I really think that while this is a very sobering story and it’s certainly heartbreaking for Gupta’s family, it is really a sign that we as a community are no longer on the fringes of society.
We’re part of American society. We’re part of the fabric. We’re standing up and we’re being counted.
One of the stories you have in “Gupta’s Rise,” I don’t know if it was about him or about someone else, but a partner was saying, “You guys are great consultants, but will our customers ever relate to you?”
It doesn’t seem like that’s so much of a concern anymore.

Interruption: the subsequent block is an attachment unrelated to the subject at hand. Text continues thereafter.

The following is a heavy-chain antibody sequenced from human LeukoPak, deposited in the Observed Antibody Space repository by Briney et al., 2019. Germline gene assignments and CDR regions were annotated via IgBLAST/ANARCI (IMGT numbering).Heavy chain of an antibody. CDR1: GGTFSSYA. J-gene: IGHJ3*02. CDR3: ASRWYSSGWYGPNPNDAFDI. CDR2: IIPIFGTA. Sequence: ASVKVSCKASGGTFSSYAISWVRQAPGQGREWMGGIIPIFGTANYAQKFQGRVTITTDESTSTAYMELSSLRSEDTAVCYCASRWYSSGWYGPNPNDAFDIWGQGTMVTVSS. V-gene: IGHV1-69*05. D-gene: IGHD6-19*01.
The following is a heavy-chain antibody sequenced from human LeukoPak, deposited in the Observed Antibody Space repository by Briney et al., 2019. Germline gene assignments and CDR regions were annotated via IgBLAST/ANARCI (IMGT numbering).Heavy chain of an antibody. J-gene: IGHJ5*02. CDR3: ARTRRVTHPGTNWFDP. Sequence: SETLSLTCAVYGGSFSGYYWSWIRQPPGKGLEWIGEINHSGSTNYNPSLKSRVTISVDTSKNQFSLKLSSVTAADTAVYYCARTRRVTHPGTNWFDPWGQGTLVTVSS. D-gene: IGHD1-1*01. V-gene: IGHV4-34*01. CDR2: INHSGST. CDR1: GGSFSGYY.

Exactly. Yesterday I was speaking to a group and a young man who had been at Penn in the mid 80s came up to me and he said, “When I joined the University of Pennsylvania in 1986, somebody asked me, ‘Where are you from?'”
“I said, ‘India.'”
“The person responded, ‘What tribe?'”
I think you’d be hard pressed to find that today.
Today, Indians have a cultural identity. There was even a sitcom based on the Indian offshoring model. Indian food is enjoyed. It’s a very different picture than what it was just 20 years ago.
Yeah, exactly. To harp on what it was, what about the process of getting over here from India, this is not like just a random group of Indians. This is the best and brightest of the entire country. I mean, the process to apply for a visa, how competitive was that?